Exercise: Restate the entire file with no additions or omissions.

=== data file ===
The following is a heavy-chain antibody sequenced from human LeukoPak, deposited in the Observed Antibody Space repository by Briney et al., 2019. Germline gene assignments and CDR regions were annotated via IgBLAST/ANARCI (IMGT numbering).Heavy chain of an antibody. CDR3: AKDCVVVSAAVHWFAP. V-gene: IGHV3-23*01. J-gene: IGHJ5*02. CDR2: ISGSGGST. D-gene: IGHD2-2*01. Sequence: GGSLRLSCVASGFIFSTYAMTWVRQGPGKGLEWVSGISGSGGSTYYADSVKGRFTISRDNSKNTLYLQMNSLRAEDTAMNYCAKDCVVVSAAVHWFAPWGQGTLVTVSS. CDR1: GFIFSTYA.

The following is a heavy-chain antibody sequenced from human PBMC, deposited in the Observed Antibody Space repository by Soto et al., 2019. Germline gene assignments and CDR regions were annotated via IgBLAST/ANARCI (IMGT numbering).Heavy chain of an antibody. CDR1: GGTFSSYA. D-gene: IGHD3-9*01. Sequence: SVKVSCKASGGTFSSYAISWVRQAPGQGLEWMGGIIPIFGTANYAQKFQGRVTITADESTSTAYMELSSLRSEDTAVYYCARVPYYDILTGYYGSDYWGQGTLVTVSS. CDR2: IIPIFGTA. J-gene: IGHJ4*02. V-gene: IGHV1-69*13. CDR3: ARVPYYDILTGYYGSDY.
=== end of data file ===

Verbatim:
The following is a heavy-chain antibody sequenced from human LeukoPak, deposited in the Observed Antibody Space repository by Briney et al., 2019. Germline gene assignments and CDR regions were annotated via IgBLAST/ANARCI (IMGT numbering).Heavy chain of an antibody. CDR3: AKDCVVVSAAVHWFAP. V-gene: IGHV3-23*01. J-gene: IGHJ5*02. CDR2: ISGSGGST. D-gene: IGHD2-2*01. Sequence: GGSLRLSCVASGFIFSTYAMTWVRQGPGKGLEWVSGISGSGGSTYYADSVKGRFTISRDNSKNTLYLQMNSLRAEDTAMNYCAKDCVVVSAAVHWFAPWGQGTLVTVSS. CDR1: GFIFSTYA.

The following is a heavy-chain antibody sequenced from human PBMC, deposited in the Observed Antibody Space repository by Soto et al., 2019. Germline gene assignments and CDR regions were annotated via IgBLAST/ANARCI (IMGT numbering).Heavy chain of an antibody. CDR1: GGTFSSYA. D-gene: IGHD3-9*01. Sequence: SVKVSCKASGGTFSSYAISWVRQAPGQGLEWMGGIIPIFGTANYAQKFQGRVTITADESTSTAYMELSSLRSEDTAVYYCARVPYYDILTGYYGSDYWGQGTLVTVSS. CDR2: IIPIFGTA. J-gene: IGHJ4*02. V-gene: IGHV1-69*13. CDR3: ARVPYYDILTGYYGSDY.